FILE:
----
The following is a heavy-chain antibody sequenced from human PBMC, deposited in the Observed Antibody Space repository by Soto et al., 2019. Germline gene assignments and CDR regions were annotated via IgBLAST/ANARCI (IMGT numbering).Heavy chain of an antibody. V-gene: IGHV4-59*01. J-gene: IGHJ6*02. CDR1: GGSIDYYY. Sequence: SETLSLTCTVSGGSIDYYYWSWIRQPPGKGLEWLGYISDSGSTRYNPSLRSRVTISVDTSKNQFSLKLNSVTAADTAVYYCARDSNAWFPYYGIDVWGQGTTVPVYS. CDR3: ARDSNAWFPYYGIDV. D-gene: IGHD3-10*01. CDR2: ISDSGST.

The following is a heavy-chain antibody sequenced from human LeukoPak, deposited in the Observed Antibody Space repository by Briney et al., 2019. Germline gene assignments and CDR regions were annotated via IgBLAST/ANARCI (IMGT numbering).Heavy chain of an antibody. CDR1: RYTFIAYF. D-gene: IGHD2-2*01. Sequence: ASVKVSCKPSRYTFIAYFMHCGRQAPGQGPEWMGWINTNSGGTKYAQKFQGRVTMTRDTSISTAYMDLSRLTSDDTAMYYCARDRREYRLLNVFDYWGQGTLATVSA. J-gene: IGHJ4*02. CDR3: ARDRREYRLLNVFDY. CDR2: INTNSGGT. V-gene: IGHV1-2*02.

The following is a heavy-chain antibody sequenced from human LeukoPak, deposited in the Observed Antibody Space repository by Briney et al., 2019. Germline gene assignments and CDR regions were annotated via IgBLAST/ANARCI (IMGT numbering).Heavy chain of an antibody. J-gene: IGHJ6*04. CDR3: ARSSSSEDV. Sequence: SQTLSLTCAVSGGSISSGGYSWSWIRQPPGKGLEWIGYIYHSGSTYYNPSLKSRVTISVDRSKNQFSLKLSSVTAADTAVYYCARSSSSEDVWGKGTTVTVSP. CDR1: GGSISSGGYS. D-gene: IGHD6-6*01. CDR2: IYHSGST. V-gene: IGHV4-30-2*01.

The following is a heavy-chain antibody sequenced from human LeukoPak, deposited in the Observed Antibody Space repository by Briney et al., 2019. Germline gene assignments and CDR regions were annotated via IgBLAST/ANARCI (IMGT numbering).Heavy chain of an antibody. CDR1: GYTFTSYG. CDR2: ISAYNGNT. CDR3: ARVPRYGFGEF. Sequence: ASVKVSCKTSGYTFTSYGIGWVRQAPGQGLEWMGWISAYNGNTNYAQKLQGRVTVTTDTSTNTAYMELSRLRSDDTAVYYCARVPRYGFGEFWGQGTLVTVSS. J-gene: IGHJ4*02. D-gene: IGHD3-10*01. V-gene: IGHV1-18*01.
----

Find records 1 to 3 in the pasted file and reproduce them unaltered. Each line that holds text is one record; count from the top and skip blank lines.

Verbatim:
The following is a heavy-chain antibody sequenced from human PBMC, deposited in the Observed Antibody Space repository by Soto et al., 2019. Germline gene assignments and CDR regions were annotated via IgBLAST/ANARCI (IMGT numbering).Heavy chain of an antibody. V-gene: IGHV4-59*01. J-gene: IGHJ6*02. CDR1: GGSIDYYY. Sequence: SETLSLTCTVSGGSIDYYYWSWIRQPPGKGLEWLGYISDSGSTRYNPSLRSRVTISVDTSKNQFSLKLNSVTAADTAVYYCARDSNAWFPYYGIDVWGQGTTVPVYS. CDR3: ARDSNAWFPYYGIDV. D-gene: IGHD3-10*01. CDR2: ISDSGST.

The following is a heavy-chain antibody sequenced from human LeukoPak, deposited in the Observed Antibody Space repository by Briney et al., 2019. Germline gene assignments and CDR regions were annotated via IgBLAST/ANARCI (IMGT numbering).Heavy chain of an antibody. CDR1: RYTFIAYF. D-gene: IGHD2-2*01. Sequence: ASVKVSCKPSRYTFIAYFMHCGRQAPGQGPEWMGWINTNSGGTKYAQKFQGRVTMTRDTSISTAYMDLSRLTSDDTAMYYCARDRREYRLLNVFDYWGQGTLATVSA. J-gene: IGHJ4*02. CDR3: ARDRREYRLLNVFDY. CDR2: INTNSGGT. V-gene: IGHV1-2*02.

The following is a heavy-chain antibody sequenced from human LeukoPak, deposited in the Observed Antibody Space repository by Briney et al., 2019. Germline gene assignments and CDR regions were annotated via IgBLAST/ANARCI (IMGT numbering).Heavy chain of an antibody. J-gene: IGHJ6*04. CDR3: ARSSSSEDV. Sequence: SQTLSLTCAVSGGSISSGGYSWSWIRQPPGKGLEWIGYIYHSGSTYYNPSLKSRVTISVDRSKNQFSLKLSSVTAADTAVYYCARSSSSEDVWGKGTTVTVSP. CDR1: GGSISSGGYS. D-gene: IGHD6-6*01. CDR2: IYHSGST. V-gene: IGHV4-30-2*01.